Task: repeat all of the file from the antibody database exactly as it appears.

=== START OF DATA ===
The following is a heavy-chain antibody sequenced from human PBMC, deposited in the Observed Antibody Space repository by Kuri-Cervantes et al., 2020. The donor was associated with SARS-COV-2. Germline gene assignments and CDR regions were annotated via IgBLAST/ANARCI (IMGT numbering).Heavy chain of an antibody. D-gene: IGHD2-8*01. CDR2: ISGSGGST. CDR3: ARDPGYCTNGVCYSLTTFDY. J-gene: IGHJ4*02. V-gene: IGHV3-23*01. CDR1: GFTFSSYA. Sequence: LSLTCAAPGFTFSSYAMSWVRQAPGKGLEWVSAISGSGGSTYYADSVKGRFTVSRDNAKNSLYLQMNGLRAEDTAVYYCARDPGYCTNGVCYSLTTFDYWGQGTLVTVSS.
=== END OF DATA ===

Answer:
The following is a heavy-chain antibody sequenced from human PBMC, deposited in the Observed Antibody Space repository by Kuri-Cervantes et al., 2020. The donor was associated with SARS-COV-2. Germline gene assignments and CDR regions were annotated via IgBLAST/ANARCI (IMGT numbering).Heavy chain of an antibody. D-gene: IGHD2-8*01. CDR2: ISGSGGST. CDR3: ARDPGYCTNGVCYSLTTFDY. J-gene: IGHJ4*02. V-gene: IGHV3-23*01. CDR1: GFTFSSYA. Sequence: LSLTCAAPGFTFSSYAMSWVRQAPGKGLEWVSAISGSGGSTYYADSVKGRFTVSRDNAKNSLYLQMNGLRAEDTAVYYCARDPGYCTNGVCYSLTTFDYWGQGTLVTVSS.